A season of contradictions for wildfire

By Marc Heller | 08/25/2023 01:47 PM EDT

In contrast to the destruction in Maui and record-setting fires in Canada, the U.S. is seeing much less wildfire than usual this year.

TOPSHOT - The McDougall Creek wildfire burns in the hills West Kelowna, British Columbia, Canada, on August 17, 2023, as seen from Kelowna. Evacuation orders were put in place for areas near Kelowna, as the fire threatened the city of around 150,000. Canada is experiencing a record-setting wildfire season, with official estimates of over 13.7 million hectares (33.9 million acres) already scorched. Four people have died so far. (Photo by Darren HULL / AFP) (Photo by DARREN HULL/AFP via Getty Images)

The McDougall Creek Fire burns in the hills of West Kelowna, British Columbia, on Aug. 17. Darren Hull/AFP/Getty Images

This year’s devastation in Maui and far-reaching smoke from fires in Canada are hiding an anomaly as the wildfire season approaches its usual peak: The U.S. is having one of its lightest years for wildland fire in recent history.

U.S. wildfires burned 1.8 million acres as of Thursday, according to the National Interagency Fire Center. That’s the fewest in at least a decade to this point on the calendar, and about one-third of the 10-year average of acres burned through Aug. 24, the NIFC reported.

The wildfire season is far from done, and California typically hits its peak in the late summer and early fall, according to Frontline Wildfire Defense, a California company that consults with property owners on defensible space measures to reduce the risk of property loss.


But the fire center predicts below-average wildfire risk in California’s Sierra Nevada region through September, and only normal wildfire risks throughout most of California through November. The NIFC identified above-average risks in the Pacific Northwest and Texas through September, with the risk diminishing in October and November.

In Alaska, wildfires were below average through July, but the NIFC said dry conditions will increase the danger through the rest of the summer and into fall.

Last winter’s heavy snow in the Sierra, and above-average precipitation throughout California and Nevada in the past 12 months have spared the region from big wildfires, said Patrick Bartlein, a geography professor at the University of Oregon.

Maps from NOAA show precipitation well above normal for California, Nevada, New Mexico and Colorado, for instance, and below normal in the Plains and Upper Midwest. Still bigger shortfalls are shown across Canada and especially in Western areas where wildfires have been persistent.

“The other factor is temperature,” Bartlein said. “Although there have been prominent heat waves this summer in the U.S., over the first half of the year, Canada has been a lot warmer over that interval.”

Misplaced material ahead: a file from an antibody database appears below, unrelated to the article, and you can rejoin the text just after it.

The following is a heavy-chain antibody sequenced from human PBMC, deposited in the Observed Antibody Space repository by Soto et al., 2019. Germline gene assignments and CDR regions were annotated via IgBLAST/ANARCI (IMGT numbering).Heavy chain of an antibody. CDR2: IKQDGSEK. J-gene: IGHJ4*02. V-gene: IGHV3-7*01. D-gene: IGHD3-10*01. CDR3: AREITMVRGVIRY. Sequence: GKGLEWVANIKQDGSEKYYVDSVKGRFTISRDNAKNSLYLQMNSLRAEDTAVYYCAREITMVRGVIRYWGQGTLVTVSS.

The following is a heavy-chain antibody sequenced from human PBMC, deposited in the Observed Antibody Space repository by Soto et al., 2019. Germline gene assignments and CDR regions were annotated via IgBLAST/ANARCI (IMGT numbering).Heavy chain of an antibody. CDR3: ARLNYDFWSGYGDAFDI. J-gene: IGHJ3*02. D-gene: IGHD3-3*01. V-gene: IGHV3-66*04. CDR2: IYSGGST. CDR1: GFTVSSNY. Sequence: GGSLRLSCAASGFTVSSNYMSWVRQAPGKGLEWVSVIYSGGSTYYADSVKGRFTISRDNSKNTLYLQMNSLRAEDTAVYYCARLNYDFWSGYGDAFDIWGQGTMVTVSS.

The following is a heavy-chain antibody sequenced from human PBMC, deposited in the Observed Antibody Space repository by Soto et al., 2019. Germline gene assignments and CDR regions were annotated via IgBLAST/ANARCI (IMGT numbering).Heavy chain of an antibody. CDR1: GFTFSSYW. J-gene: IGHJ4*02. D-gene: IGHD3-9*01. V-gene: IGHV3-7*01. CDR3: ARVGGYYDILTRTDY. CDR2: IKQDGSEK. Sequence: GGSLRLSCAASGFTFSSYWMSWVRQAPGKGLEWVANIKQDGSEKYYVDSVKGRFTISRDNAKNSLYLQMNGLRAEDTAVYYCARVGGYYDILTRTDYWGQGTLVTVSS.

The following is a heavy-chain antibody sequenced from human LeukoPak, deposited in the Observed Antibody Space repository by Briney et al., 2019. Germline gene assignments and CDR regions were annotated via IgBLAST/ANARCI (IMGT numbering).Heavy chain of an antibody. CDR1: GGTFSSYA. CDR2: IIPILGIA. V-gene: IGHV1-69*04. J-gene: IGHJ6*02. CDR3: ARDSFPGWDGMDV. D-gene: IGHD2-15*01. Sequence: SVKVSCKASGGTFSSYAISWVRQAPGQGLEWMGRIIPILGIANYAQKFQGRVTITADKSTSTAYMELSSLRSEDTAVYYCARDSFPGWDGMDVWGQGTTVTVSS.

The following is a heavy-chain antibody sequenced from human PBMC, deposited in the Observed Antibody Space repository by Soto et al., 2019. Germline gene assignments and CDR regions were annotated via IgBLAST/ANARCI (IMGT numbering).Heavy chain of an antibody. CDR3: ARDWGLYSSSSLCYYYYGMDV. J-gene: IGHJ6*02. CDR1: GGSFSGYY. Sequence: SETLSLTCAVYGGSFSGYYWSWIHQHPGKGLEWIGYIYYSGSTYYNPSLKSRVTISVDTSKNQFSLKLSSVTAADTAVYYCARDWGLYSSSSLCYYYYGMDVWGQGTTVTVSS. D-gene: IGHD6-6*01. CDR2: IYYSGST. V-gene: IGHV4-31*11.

While much of the U.S. and the world were warmer than average from January through July, California and the western United States were between 1 degree and 1.5 degrees Celsius below average, according to NOAA.

Temperature and dryness levels work together, Bartlein said, because water evaporates faster at higher temperatures. As more moisture evaporates, the incoming solar radiation heats the soil and the lower atmosphere, making for still-drier conditions.

In Canada, about 37 million acres have burned in wildfires so far this year, according to the Canadian Interagency Forest Fire Center. That’s far above the nation’s 10-year average, the center said. Most recently, fire crews have been trying to stop wildfires from reaching Yellowknife, a community of about 20,000 people and the capital of the Northwest Territories province.

How a lighter-than-usual fire season may affect federal spending on fire remains to be seen. In 2022, the Forest Service spent $2.9 billion on suppression, and the Interior Department spent $649 million, both well above those agencies’ 10-year averages.

Wildfire remains as politically potent as ever, as well as divisive among environmental and conservation groups.

Forest Service Chief Randy Moore has stood behind his agency’s belief that some naturally occurring fires should be allowed to burn under supervision, a stance at odds with some congressional Republicans but supported by environmental groups and many forest ecologists.

“We will also continue to use every tool available to reduce current and future wildfire impacts and create and maintain landscape resilience, including using natural ignitions at the right time and place in collaboration with tribes, communities and partners,” Moore said in an annual “letter of intent” to regional foresters in June.

Regional foresters may use natural ignitions “as a management strategy” during the highest levels of wildfire preparedness, Moore said.

But advocates pushing for a more restrictive approach, including some former Forest Service employees, have attacked that strategy.

A former Forest Service deputy chief, Michael Rains, has written, distributed and revised a “Call to Action” document urging the quick suppression of all fires, akin to policies in past decades. In distributing an update, he wrote in an email that Moore’s comment causes “great concern.”

Among other provisions, the document urges, “These are different times. With the current land conditions and the impacts of a changing climate, the notion of allowing a fire to burn anywhere, for whatever reason, for the foreseeable future, is unacceptable and must be stopped now; no exceptions.”